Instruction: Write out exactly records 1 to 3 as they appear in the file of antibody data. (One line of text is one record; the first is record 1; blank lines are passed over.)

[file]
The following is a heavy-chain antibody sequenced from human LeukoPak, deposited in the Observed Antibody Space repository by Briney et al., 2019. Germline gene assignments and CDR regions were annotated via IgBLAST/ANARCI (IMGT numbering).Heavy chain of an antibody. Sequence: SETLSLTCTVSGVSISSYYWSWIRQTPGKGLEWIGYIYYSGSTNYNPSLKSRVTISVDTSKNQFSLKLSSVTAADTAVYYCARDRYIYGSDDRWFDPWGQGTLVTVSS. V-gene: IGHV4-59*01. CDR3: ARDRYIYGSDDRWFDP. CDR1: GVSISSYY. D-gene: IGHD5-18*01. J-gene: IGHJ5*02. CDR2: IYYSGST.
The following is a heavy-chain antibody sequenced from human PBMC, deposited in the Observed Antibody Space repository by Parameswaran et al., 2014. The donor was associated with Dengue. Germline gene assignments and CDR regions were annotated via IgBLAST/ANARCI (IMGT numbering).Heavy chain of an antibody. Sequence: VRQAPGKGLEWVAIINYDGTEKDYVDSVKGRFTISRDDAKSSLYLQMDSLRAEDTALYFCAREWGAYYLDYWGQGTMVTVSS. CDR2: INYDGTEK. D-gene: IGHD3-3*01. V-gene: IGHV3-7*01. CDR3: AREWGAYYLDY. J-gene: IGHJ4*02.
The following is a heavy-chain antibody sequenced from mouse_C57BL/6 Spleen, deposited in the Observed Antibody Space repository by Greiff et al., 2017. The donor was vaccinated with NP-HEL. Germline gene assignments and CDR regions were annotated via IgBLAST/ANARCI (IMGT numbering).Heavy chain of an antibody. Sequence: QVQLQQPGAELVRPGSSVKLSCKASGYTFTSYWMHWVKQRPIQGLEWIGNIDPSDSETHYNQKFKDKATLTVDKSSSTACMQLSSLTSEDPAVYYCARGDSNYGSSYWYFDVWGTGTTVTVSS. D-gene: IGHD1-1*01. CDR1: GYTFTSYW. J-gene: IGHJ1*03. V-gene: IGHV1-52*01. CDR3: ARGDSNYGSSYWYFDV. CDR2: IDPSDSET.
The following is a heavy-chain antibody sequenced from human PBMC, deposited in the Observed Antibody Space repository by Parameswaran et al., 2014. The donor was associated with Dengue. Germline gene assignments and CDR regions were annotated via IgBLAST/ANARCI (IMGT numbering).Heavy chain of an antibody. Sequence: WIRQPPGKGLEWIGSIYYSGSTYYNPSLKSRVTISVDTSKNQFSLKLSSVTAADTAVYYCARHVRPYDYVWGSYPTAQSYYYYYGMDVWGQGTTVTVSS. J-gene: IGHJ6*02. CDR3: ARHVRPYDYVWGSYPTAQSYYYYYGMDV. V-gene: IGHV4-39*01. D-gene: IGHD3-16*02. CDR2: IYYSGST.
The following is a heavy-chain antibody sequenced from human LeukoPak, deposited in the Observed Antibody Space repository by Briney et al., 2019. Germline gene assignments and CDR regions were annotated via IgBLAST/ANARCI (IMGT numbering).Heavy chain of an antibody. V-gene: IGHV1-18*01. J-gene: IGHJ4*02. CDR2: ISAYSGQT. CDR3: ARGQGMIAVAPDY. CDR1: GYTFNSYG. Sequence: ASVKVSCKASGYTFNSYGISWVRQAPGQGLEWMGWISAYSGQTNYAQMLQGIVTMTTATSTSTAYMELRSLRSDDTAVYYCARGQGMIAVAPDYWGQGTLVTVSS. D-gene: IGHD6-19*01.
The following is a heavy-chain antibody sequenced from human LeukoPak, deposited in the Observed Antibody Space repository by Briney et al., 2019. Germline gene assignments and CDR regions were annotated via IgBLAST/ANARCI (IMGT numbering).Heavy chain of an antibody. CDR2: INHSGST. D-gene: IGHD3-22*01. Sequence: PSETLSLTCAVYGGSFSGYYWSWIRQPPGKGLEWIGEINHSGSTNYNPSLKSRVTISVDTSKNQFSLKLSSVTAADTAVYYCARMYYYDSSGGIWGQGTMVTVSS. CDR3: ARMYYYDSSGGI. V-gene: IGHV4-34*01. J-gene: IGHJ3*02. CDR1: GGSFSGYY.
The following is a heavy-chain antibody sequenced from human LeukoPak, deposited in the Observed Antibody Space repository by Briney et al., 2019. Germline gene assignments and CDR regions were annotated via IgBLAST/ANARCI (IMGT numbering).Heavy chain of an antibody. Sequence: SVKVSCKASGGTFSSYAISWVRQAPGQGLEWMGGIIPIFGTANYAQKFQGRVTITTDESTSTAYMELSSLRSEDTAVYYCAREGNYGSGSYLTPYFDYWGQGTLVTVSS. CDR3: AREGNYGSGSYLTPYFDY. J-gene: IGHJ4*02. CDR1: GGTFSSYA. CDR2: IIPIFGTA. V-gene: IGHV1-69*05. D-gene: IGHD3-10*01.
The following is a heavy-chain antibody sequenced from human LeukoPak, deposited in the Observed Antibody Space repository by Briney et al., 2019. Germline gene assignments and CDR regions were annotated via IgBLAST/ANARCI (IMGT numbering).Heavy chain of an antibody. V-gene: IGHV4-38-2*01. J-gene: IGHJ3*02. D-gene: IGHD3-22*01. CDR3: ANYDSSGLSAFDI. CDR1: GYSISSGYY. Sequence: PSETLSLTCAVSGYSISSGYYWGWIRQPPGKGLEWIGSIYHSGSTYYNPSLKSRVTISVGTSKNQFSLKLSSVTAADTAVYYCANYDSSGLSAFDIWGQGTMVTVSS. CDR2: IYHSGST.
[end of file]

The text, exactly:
The following is a heavy-chain antibody sequenced from human LeukoPak, deposited in the Observed Antibody Space repository by Briney et al., 2019. Germline gene assignments and CDR regions were annotated via IgBLAST/ANARCI (IMGT numbering).Heavy chain of an antibody. Sequence: SETLSLTCTVSGVSISSYYWSWIRQTPGKGLEWIGYIYYSGSTNYNPSLKSRVTISVDTSKNQFSLKLSSVTAADTAVYYCARDRYIYGSDDRWFDPWGQGTLVTVSS. V-gene: IGHV4-59*01. CDR3: ARDRYIYGSDDRWFDP. CDR1: GVSISSYY. D-gene: IGHD5-18*01. J-gene: IGHJ5*02. CDR2: IYYSGST.
The following is a heavy-chain antibody sequenced from human PBMC, deposited in the Observed Antibody Space repository by Parameswaran et al., 2014. The donor was associated with Dengue. Germline gene assignments and CDR regions were annotated via IgBLAST/ANARCI (IMGT numbering).Heavy chain of an antibody. Sequence: VRQAPGKGLEWVAIINYDGTEKDYVDSVKGRFTISRDDAKSSLYLQMDSLRAEDTALYFCAREWGAYYLDYWGQGTMVTVSS. CDR2: INYDGTEK. D-gene: IGHD3-3*01. V-gene: IGHV3-7*01. CDR3: AREWGAYYLDY. J-gene: IGHJ4*02.
The following is a heavy-chain antibody sequenced from mouse_C57BL/6 Spleen, deposited in the Observed Antibody Space repository by Greiff et al., 2017. The donor was vaccinated with NP-HEL. Germline gene assignments and CDR regions were annotated via IgBLAST/ANARCI (IMGT numbering).Heavy chain of an antibody. Sequence: QVQLQQPGAELVRPGSSVKLSCKASGYTFTSYWMHWVKQRPIQGLEWIGNIDPSDSETHYNQKFKDKATLTVDKSSSTACMQLSSLTSEDPAVYYCARGDSNYGSSYWYFDVWGTGTTVTVSS. D-gene: IGHD1-1*01. CDR1: GYTFTSYW. J-gene: IGHJ1*03. V-gene: IGHV1-52*01. CDR3: ARGDSNYGSSYWYFDV. CDR2: IDPSDSET.